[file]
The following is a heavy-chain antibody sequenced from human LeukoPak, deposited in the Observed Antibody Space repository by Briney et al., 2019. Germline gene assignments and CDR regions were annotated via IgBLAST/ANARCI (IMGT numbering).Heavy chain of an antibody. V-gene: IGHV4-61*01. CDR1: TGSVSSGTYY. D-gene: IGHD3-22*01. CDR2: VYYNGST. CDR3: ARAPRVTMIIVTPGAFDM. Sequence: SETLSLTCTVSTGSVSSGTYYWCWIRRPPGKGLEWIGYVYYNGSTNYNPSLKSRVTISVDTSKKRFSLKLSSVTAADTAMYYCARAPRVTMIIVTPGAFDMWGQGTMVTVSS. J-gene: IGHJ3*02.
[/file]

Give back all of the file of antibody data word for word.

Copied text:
The following is a heavy-chain antibody sequenced from human LeukoPak, deposited in the Observed Antibody Space repository by Briney et al., 2019. Germline gene assignments and CDR regions were annotated via IgBLAST/ANARCI (IMGT numbering).Heavy chain of an antibody. V-gene: IGHV4-61*01. CDR1: TGSVSSGTYY. D-gene: IGHD3-22*01. CDR2: VYYNGST. CDR3: ARAPRVTMIIVTPGAFDM. Sequence: SETLSLTCTVSTGSVSSGTYYWCWIRRPPGKGLEWIGYVYYNGSTNYNPSLKSRVTISVDTSKKRFSLKLSSVTAADTAMYYCARAPRVTMIIVTPGAFDMWGQGTMVTVSS. J-gene: IGHJ3*02.